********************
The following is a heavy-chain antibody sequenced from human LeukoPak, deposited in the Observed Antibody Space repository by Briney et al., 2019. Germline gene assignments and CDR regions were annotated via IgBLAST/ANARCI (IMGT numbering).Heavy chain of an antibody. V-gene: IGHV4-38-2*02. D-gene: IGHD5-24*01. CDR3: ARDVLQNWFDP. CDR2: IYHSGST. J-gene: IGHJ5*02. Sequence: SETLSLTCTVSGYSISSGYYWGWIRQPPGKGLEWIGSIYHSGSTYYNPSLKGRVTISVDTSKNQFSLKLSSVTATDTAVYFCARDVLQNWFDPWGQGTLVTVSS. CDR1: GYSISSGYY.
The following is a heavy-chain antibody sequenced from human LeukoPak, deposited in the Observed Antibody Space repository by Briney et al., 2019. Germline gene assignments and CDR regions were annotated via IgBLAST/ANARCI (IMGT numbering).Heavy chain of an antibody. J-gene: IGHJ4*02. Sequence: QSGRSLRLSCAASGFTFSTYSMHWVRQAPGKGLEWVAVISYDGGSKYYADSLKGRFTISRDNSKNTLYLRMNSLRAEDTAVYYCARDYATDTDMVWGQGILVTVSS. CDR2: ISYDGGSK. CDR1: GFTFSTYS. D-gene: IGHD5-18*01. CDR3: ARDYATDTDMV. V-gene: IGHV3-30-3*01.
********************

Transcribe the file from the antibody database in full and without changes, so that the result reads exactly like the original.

The following is a heavy-chain antibody sequenced from human LeukoPak, deposited in the Observed Antibody Space repository by Briney et al., 2019. Germline gene assignments and CDR regions were annotated via IgBLAST/ANARCI (IMGT numbering).Heavy chain of an antibody. V-gene: IGHV4-38-2*02. D-gene: IGHD5-24*01. CDR3: ARDVLQNWFDP. CDR2: IYHSGST. J-gene: IGHJ5*02. Sequence: SETLSLTCTVSGYSISSGYYWGWIRQPPGKGLEWIGSIYHSGSTYYNPSLKGRVTISVDTSKNQFSLKLSSVTATDTAVYFCARDVLQNWFDPWGQGTLVTVSS. CDR1: GYSISSGYY.
The following is a heavy-chain antibody sequenced from human LeukoPak, deposited in the Observed Antibody Space repository by Briney et al., 2019. Germline gene assignments and CDR regions were annotated via IgBLAST/ANARCI (IMGT numbering).Heavy chain of an antibody. J-gene: IGHJ4*02. Sequence: QSGRSLRLSCAASGFTFSTYSMHWVRQAPGKGLEWVAVISYDGGSKYYADSLKGRFTISRDNSKNTLYLRMNSLRAEDTAVYYCARDYATDTDMVWGQGILVTVSS. CDR2: ISYDGGSK. CDR1: GFTFSTYS. D-gene: IGHD5-18*01. CDR3: ARDYATDTDMV. V-gene: IGHV3-30-3*01.